It's the plot for an apocalyptic drama: a horrific, mystery illness appears, killing everyone it infects and now, 20 years later, the population is pushed to the brink, with small safety colonies offshore.
And then, out of the wild, four infected emerge that have been shown to fight the illness. They could be the species' hope for survival, if only their special abilities can be passed on to their offspring.
This is the case for the plight of the Tasmanian devil.
In 1996, researchers first observed a few of the the small, black and white critters had some sort of horrible face tumour.
Every devil that was infected with the tumour eventually died, and researchers discovered it was a form of cancer, named the devil facial tumour disease.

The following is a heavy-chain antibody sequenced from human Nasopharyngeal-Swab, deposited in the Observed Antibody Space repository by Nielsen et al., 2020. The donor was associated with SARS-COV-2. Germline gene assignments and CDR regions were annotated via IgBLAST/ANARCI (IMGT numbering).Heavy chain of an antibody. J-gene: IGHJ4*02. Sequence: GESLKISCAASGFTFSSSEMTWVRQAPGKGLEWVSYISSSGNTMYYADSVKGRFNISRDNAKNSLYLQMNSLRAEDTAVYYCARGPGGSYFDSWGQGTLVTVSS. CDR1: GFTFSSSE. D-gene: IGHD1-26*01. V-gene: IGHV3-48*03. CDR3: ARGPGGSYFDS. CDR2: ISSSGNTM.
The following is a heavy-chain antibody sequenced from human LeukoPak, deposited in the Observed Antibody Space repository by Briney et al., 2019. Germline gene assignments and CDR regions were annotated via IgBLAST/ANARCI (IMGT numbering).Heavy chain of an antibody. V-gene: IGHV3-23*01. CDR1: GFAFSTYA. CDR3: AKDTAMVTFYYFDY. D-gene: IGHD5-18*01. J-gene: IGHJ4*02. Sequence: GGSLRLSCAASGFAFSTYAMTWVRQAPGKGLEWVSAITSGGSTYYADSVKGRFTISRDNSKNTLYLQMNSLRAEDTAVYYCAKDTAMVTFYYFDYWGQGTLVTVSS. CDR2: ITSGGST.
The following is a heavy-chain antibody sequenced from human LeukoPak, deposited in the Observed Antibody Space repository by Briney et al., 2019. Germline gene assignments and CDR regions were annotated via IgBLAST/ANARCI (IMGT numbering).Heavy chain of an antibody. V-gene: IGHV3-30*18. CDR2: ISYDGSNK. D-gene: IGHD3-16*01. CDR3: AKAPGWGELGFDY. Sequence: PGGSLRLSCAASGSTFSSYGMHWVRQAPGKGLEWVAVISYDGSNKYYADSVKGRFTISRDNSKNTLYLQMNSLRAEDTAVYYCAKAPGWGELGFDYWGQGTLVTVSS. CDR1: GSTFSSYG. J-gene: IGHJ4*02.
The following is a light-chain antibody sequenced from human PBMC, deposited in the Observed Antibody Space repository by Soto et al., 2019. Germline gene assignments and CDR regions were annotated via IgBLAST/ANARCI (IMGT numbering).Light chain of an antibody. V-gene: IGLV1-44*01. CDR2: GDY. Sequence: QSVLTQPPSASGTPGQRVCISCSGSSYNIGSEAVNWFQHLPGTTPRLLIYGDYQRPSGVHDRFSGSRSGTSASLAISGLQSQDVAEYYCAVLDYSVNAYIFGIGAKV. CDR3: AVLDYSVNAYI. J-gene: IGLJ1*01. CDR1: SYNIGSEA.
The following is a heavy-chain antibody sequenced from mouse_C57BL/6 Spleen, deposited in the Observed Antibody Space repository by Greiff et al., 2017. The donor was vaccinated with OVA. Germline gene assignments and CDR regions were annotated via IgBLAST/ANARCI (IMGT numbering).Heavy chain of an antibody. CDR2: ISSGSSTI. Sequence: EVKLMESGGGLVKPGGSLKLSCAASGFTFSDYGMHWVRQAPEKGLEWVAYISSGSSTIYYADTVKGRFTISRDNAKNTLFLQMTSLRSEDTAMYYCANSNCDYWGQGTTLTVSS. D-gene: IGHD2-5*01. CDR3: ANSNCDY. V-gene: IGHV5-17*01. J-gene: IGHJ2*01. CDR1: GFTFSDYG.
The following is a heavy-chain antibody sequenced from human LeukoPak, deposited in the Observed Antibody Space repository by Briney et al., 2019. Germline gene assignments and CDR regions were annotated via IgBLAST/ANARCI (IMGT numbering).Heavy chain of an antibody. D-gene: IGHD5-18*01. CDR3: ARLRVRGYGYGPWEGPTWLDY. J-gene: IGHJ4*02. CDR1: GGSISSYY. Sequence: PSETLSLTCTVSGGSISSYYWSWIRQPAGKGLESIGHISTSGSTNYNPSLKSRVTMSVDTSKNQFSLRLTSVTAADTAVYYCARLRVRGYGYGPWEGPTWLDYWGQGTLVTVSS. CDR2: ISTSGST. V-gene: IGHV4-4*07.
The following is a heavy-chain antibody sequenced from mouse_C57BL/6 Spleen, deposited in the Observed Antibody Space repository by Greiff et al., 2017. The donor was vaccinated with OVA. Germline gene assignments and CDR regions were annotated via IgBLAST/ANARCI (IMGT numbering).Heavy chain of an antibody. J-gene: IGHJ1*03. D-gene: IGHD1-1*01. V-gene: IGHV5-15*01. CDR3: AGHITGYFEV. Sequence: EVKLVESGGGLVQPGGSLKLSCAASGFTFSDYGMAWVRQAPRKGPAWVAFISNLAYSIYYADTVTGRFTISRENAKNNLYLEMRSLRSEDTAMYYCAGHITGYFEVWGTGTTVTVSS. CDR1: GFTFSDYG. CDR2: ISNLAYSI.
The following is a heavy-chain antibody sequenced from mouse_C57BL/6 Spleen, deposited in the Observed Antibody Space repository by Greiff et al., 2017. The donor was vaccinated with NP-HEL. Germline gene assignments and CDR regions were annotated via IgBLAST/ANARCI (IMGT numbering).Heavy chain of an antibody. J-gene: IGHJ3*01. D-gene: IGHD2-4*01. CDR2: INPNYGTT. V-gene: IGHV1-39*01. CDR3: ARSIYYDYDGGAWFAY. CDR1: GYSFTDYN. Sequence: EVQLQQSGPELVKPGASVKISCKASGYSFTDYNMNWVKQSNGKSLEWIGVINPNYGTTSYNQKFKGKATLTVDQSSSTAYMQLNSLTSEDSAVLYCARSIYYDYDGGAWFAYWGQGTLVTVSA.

They are now an endangered species and the population has been reduced by 80 percent, leading Australia Zoo to estimate their extinction in the wild in 15 years.
Yet there is some hope in the findings led by researchers at Menzies Institute for Medical Research that found evidence of four devils who had the disease, were able to fight it, and seemingly cure themselves.
Study coauthor Gregory Woods said this was the first evidence that wild devils could mount an immune response against the disease.
"In those devils, the tumours disappeared completely," Woods told The Huffington Post Australia.
"This is rather unique as every devil seemed to die from the disease but it looks like there is a small proportion that can respond and mount an immune response."
And can these four breed and pass on their abilities?
"I wish we knew that," he said.
"These samples have been collected in the field over a number of years and it wasn't until they were back in the lab that this result was discovered.
"Ask me again in 20 years."